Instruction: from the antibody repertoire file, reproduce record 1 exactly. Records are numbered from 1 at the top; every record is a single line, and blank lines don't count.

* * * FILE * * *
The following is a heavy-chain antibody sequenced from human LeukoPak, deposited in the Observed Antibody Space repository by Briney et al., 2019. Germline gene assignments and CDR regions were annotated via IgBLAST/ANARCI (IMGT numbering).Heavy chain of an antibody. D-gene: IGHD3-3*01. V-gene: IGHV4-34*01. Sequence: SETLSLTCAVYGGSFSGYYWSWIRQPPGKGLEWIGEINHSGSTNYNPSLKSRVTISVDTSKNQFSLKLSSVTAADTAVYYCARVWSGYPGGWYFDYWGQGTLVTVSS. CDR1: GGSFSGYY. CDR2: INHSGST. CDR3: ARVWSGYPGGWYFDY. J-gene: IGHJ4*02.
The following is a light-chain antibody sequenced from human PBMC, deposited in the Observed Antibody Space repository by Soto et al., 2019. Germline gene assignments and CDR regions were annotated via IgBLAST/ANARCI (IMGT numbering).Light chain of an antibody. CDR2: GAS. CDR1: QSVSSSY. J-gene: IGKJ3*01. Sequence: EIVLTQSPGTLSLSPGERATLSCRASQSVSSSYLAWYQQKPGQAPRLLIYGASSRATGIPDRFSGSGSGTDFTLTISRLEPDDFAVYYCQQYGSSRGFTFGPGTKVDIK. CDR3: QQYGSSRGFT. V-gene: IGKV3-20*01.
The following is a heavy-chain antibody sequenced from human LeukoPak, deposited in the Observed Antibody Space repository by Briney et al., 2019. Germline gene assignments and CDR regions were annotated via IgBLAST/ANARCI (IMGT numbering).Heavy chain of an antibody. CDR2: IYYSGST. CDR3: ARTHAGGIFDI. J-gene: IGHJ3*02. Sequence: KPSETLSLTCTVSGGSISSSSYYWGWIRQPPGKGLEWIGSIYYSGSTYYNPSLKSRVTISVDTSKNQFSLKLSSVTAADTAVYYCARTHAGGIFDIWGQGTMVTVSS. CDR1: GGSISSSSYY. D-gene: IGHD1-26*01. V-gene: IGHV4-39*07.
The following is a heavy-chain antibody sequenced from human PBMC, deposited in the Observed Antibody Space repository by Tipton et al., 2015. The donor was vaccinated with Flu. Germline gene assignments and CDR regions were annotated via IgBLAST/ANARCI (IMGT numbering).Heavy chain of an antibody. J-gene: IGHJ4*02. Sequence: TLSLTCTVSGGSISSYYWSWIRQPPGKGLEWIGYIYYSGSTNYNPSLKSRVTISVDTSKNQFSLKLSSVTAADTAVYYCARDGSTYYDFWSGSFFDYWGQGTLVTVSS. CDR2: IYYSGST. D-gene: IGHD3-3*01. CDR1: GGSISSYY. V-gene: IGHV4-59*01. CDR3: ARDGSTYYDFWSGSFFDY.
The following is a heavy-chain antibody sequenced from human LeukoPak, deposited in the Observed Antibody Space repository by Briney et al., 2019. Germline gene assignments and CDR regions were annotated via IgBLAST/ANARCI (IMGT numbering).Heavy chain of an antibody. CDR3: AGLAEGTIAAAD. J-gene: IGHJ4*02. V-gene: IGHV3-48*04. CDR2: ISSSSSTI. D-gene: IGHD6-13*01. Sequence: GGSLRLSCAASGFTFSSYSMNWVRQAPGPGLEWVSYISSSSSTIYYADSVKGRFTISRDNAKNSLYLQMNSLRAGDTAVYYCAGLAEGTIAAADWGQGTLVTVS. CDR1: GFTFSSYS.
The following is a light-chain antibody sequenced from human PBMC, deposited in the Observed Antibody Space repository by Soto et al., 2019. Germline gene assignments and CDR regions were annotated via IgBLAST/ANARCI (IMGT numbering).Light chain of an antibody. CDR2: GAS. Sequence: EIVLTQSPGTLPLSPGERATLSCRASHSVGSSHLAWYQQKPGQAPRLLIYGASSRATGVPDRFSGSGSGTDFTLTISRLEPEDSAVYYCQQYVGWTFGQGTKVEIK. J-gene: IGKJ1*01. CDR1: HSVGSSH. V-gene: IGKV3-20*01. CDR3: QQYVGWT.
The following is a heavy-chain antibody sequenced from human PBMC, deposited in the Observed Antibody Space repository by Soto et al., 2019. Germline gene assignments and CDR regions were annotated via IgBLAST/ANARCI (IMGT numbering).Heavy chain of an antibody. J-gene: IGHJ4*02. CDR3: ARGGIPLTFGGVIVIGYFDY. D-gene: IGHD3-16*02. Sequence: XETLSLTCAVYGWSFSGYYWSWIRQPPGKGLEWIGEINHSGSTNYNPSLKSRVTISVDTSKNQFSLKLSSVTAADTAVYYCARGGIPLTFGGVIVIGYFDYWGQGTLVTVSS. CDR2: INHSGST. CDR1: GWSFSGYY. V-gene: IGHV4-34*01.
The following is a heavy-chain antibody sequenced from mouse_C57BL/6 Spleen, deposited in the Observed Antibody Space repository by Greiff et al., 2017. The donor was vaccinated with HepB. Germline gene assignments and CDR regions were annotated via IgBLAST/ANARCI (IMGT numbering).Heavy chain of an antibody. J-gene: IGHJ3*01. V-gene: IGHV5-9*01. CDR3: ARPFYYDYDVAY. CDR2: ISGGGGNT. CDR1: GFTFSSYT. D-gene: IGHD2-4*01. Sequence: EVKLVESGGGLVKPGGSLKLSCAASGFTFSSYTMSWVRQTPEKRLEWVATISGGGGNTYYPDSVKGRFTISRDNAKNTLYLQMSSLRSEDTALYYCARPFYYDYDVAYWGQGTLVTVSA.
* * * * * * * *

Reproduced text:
The following is a heavy-chain antibody sequenced from human LeukoPak, deposited in the Observed Antibody Space repository by Briney et al., 2019. Germline gene assignments and CDR regions were annotated via IgBLAST/ANARCI (IMGT numbering).Heavy chain of an antibody. D-gene: IGHD3-3*01. V-gene: IGHV4-34*01. Sequence: SETLSLTCAVYGGSFSGYYWSWIRQPPGKGLEWIGEINHSGSTNYNPSLKSRVTISVDTSKNQFSLKLSSVTAADTAVYYCARVWSGYPGGWYFDYWGQGTLVTVSS. CDR1: GGSFSGYY. CDR2: INHSGST. CDR3: ARVWSGYPGGWYFDY. J-gene: IGHJ4*02.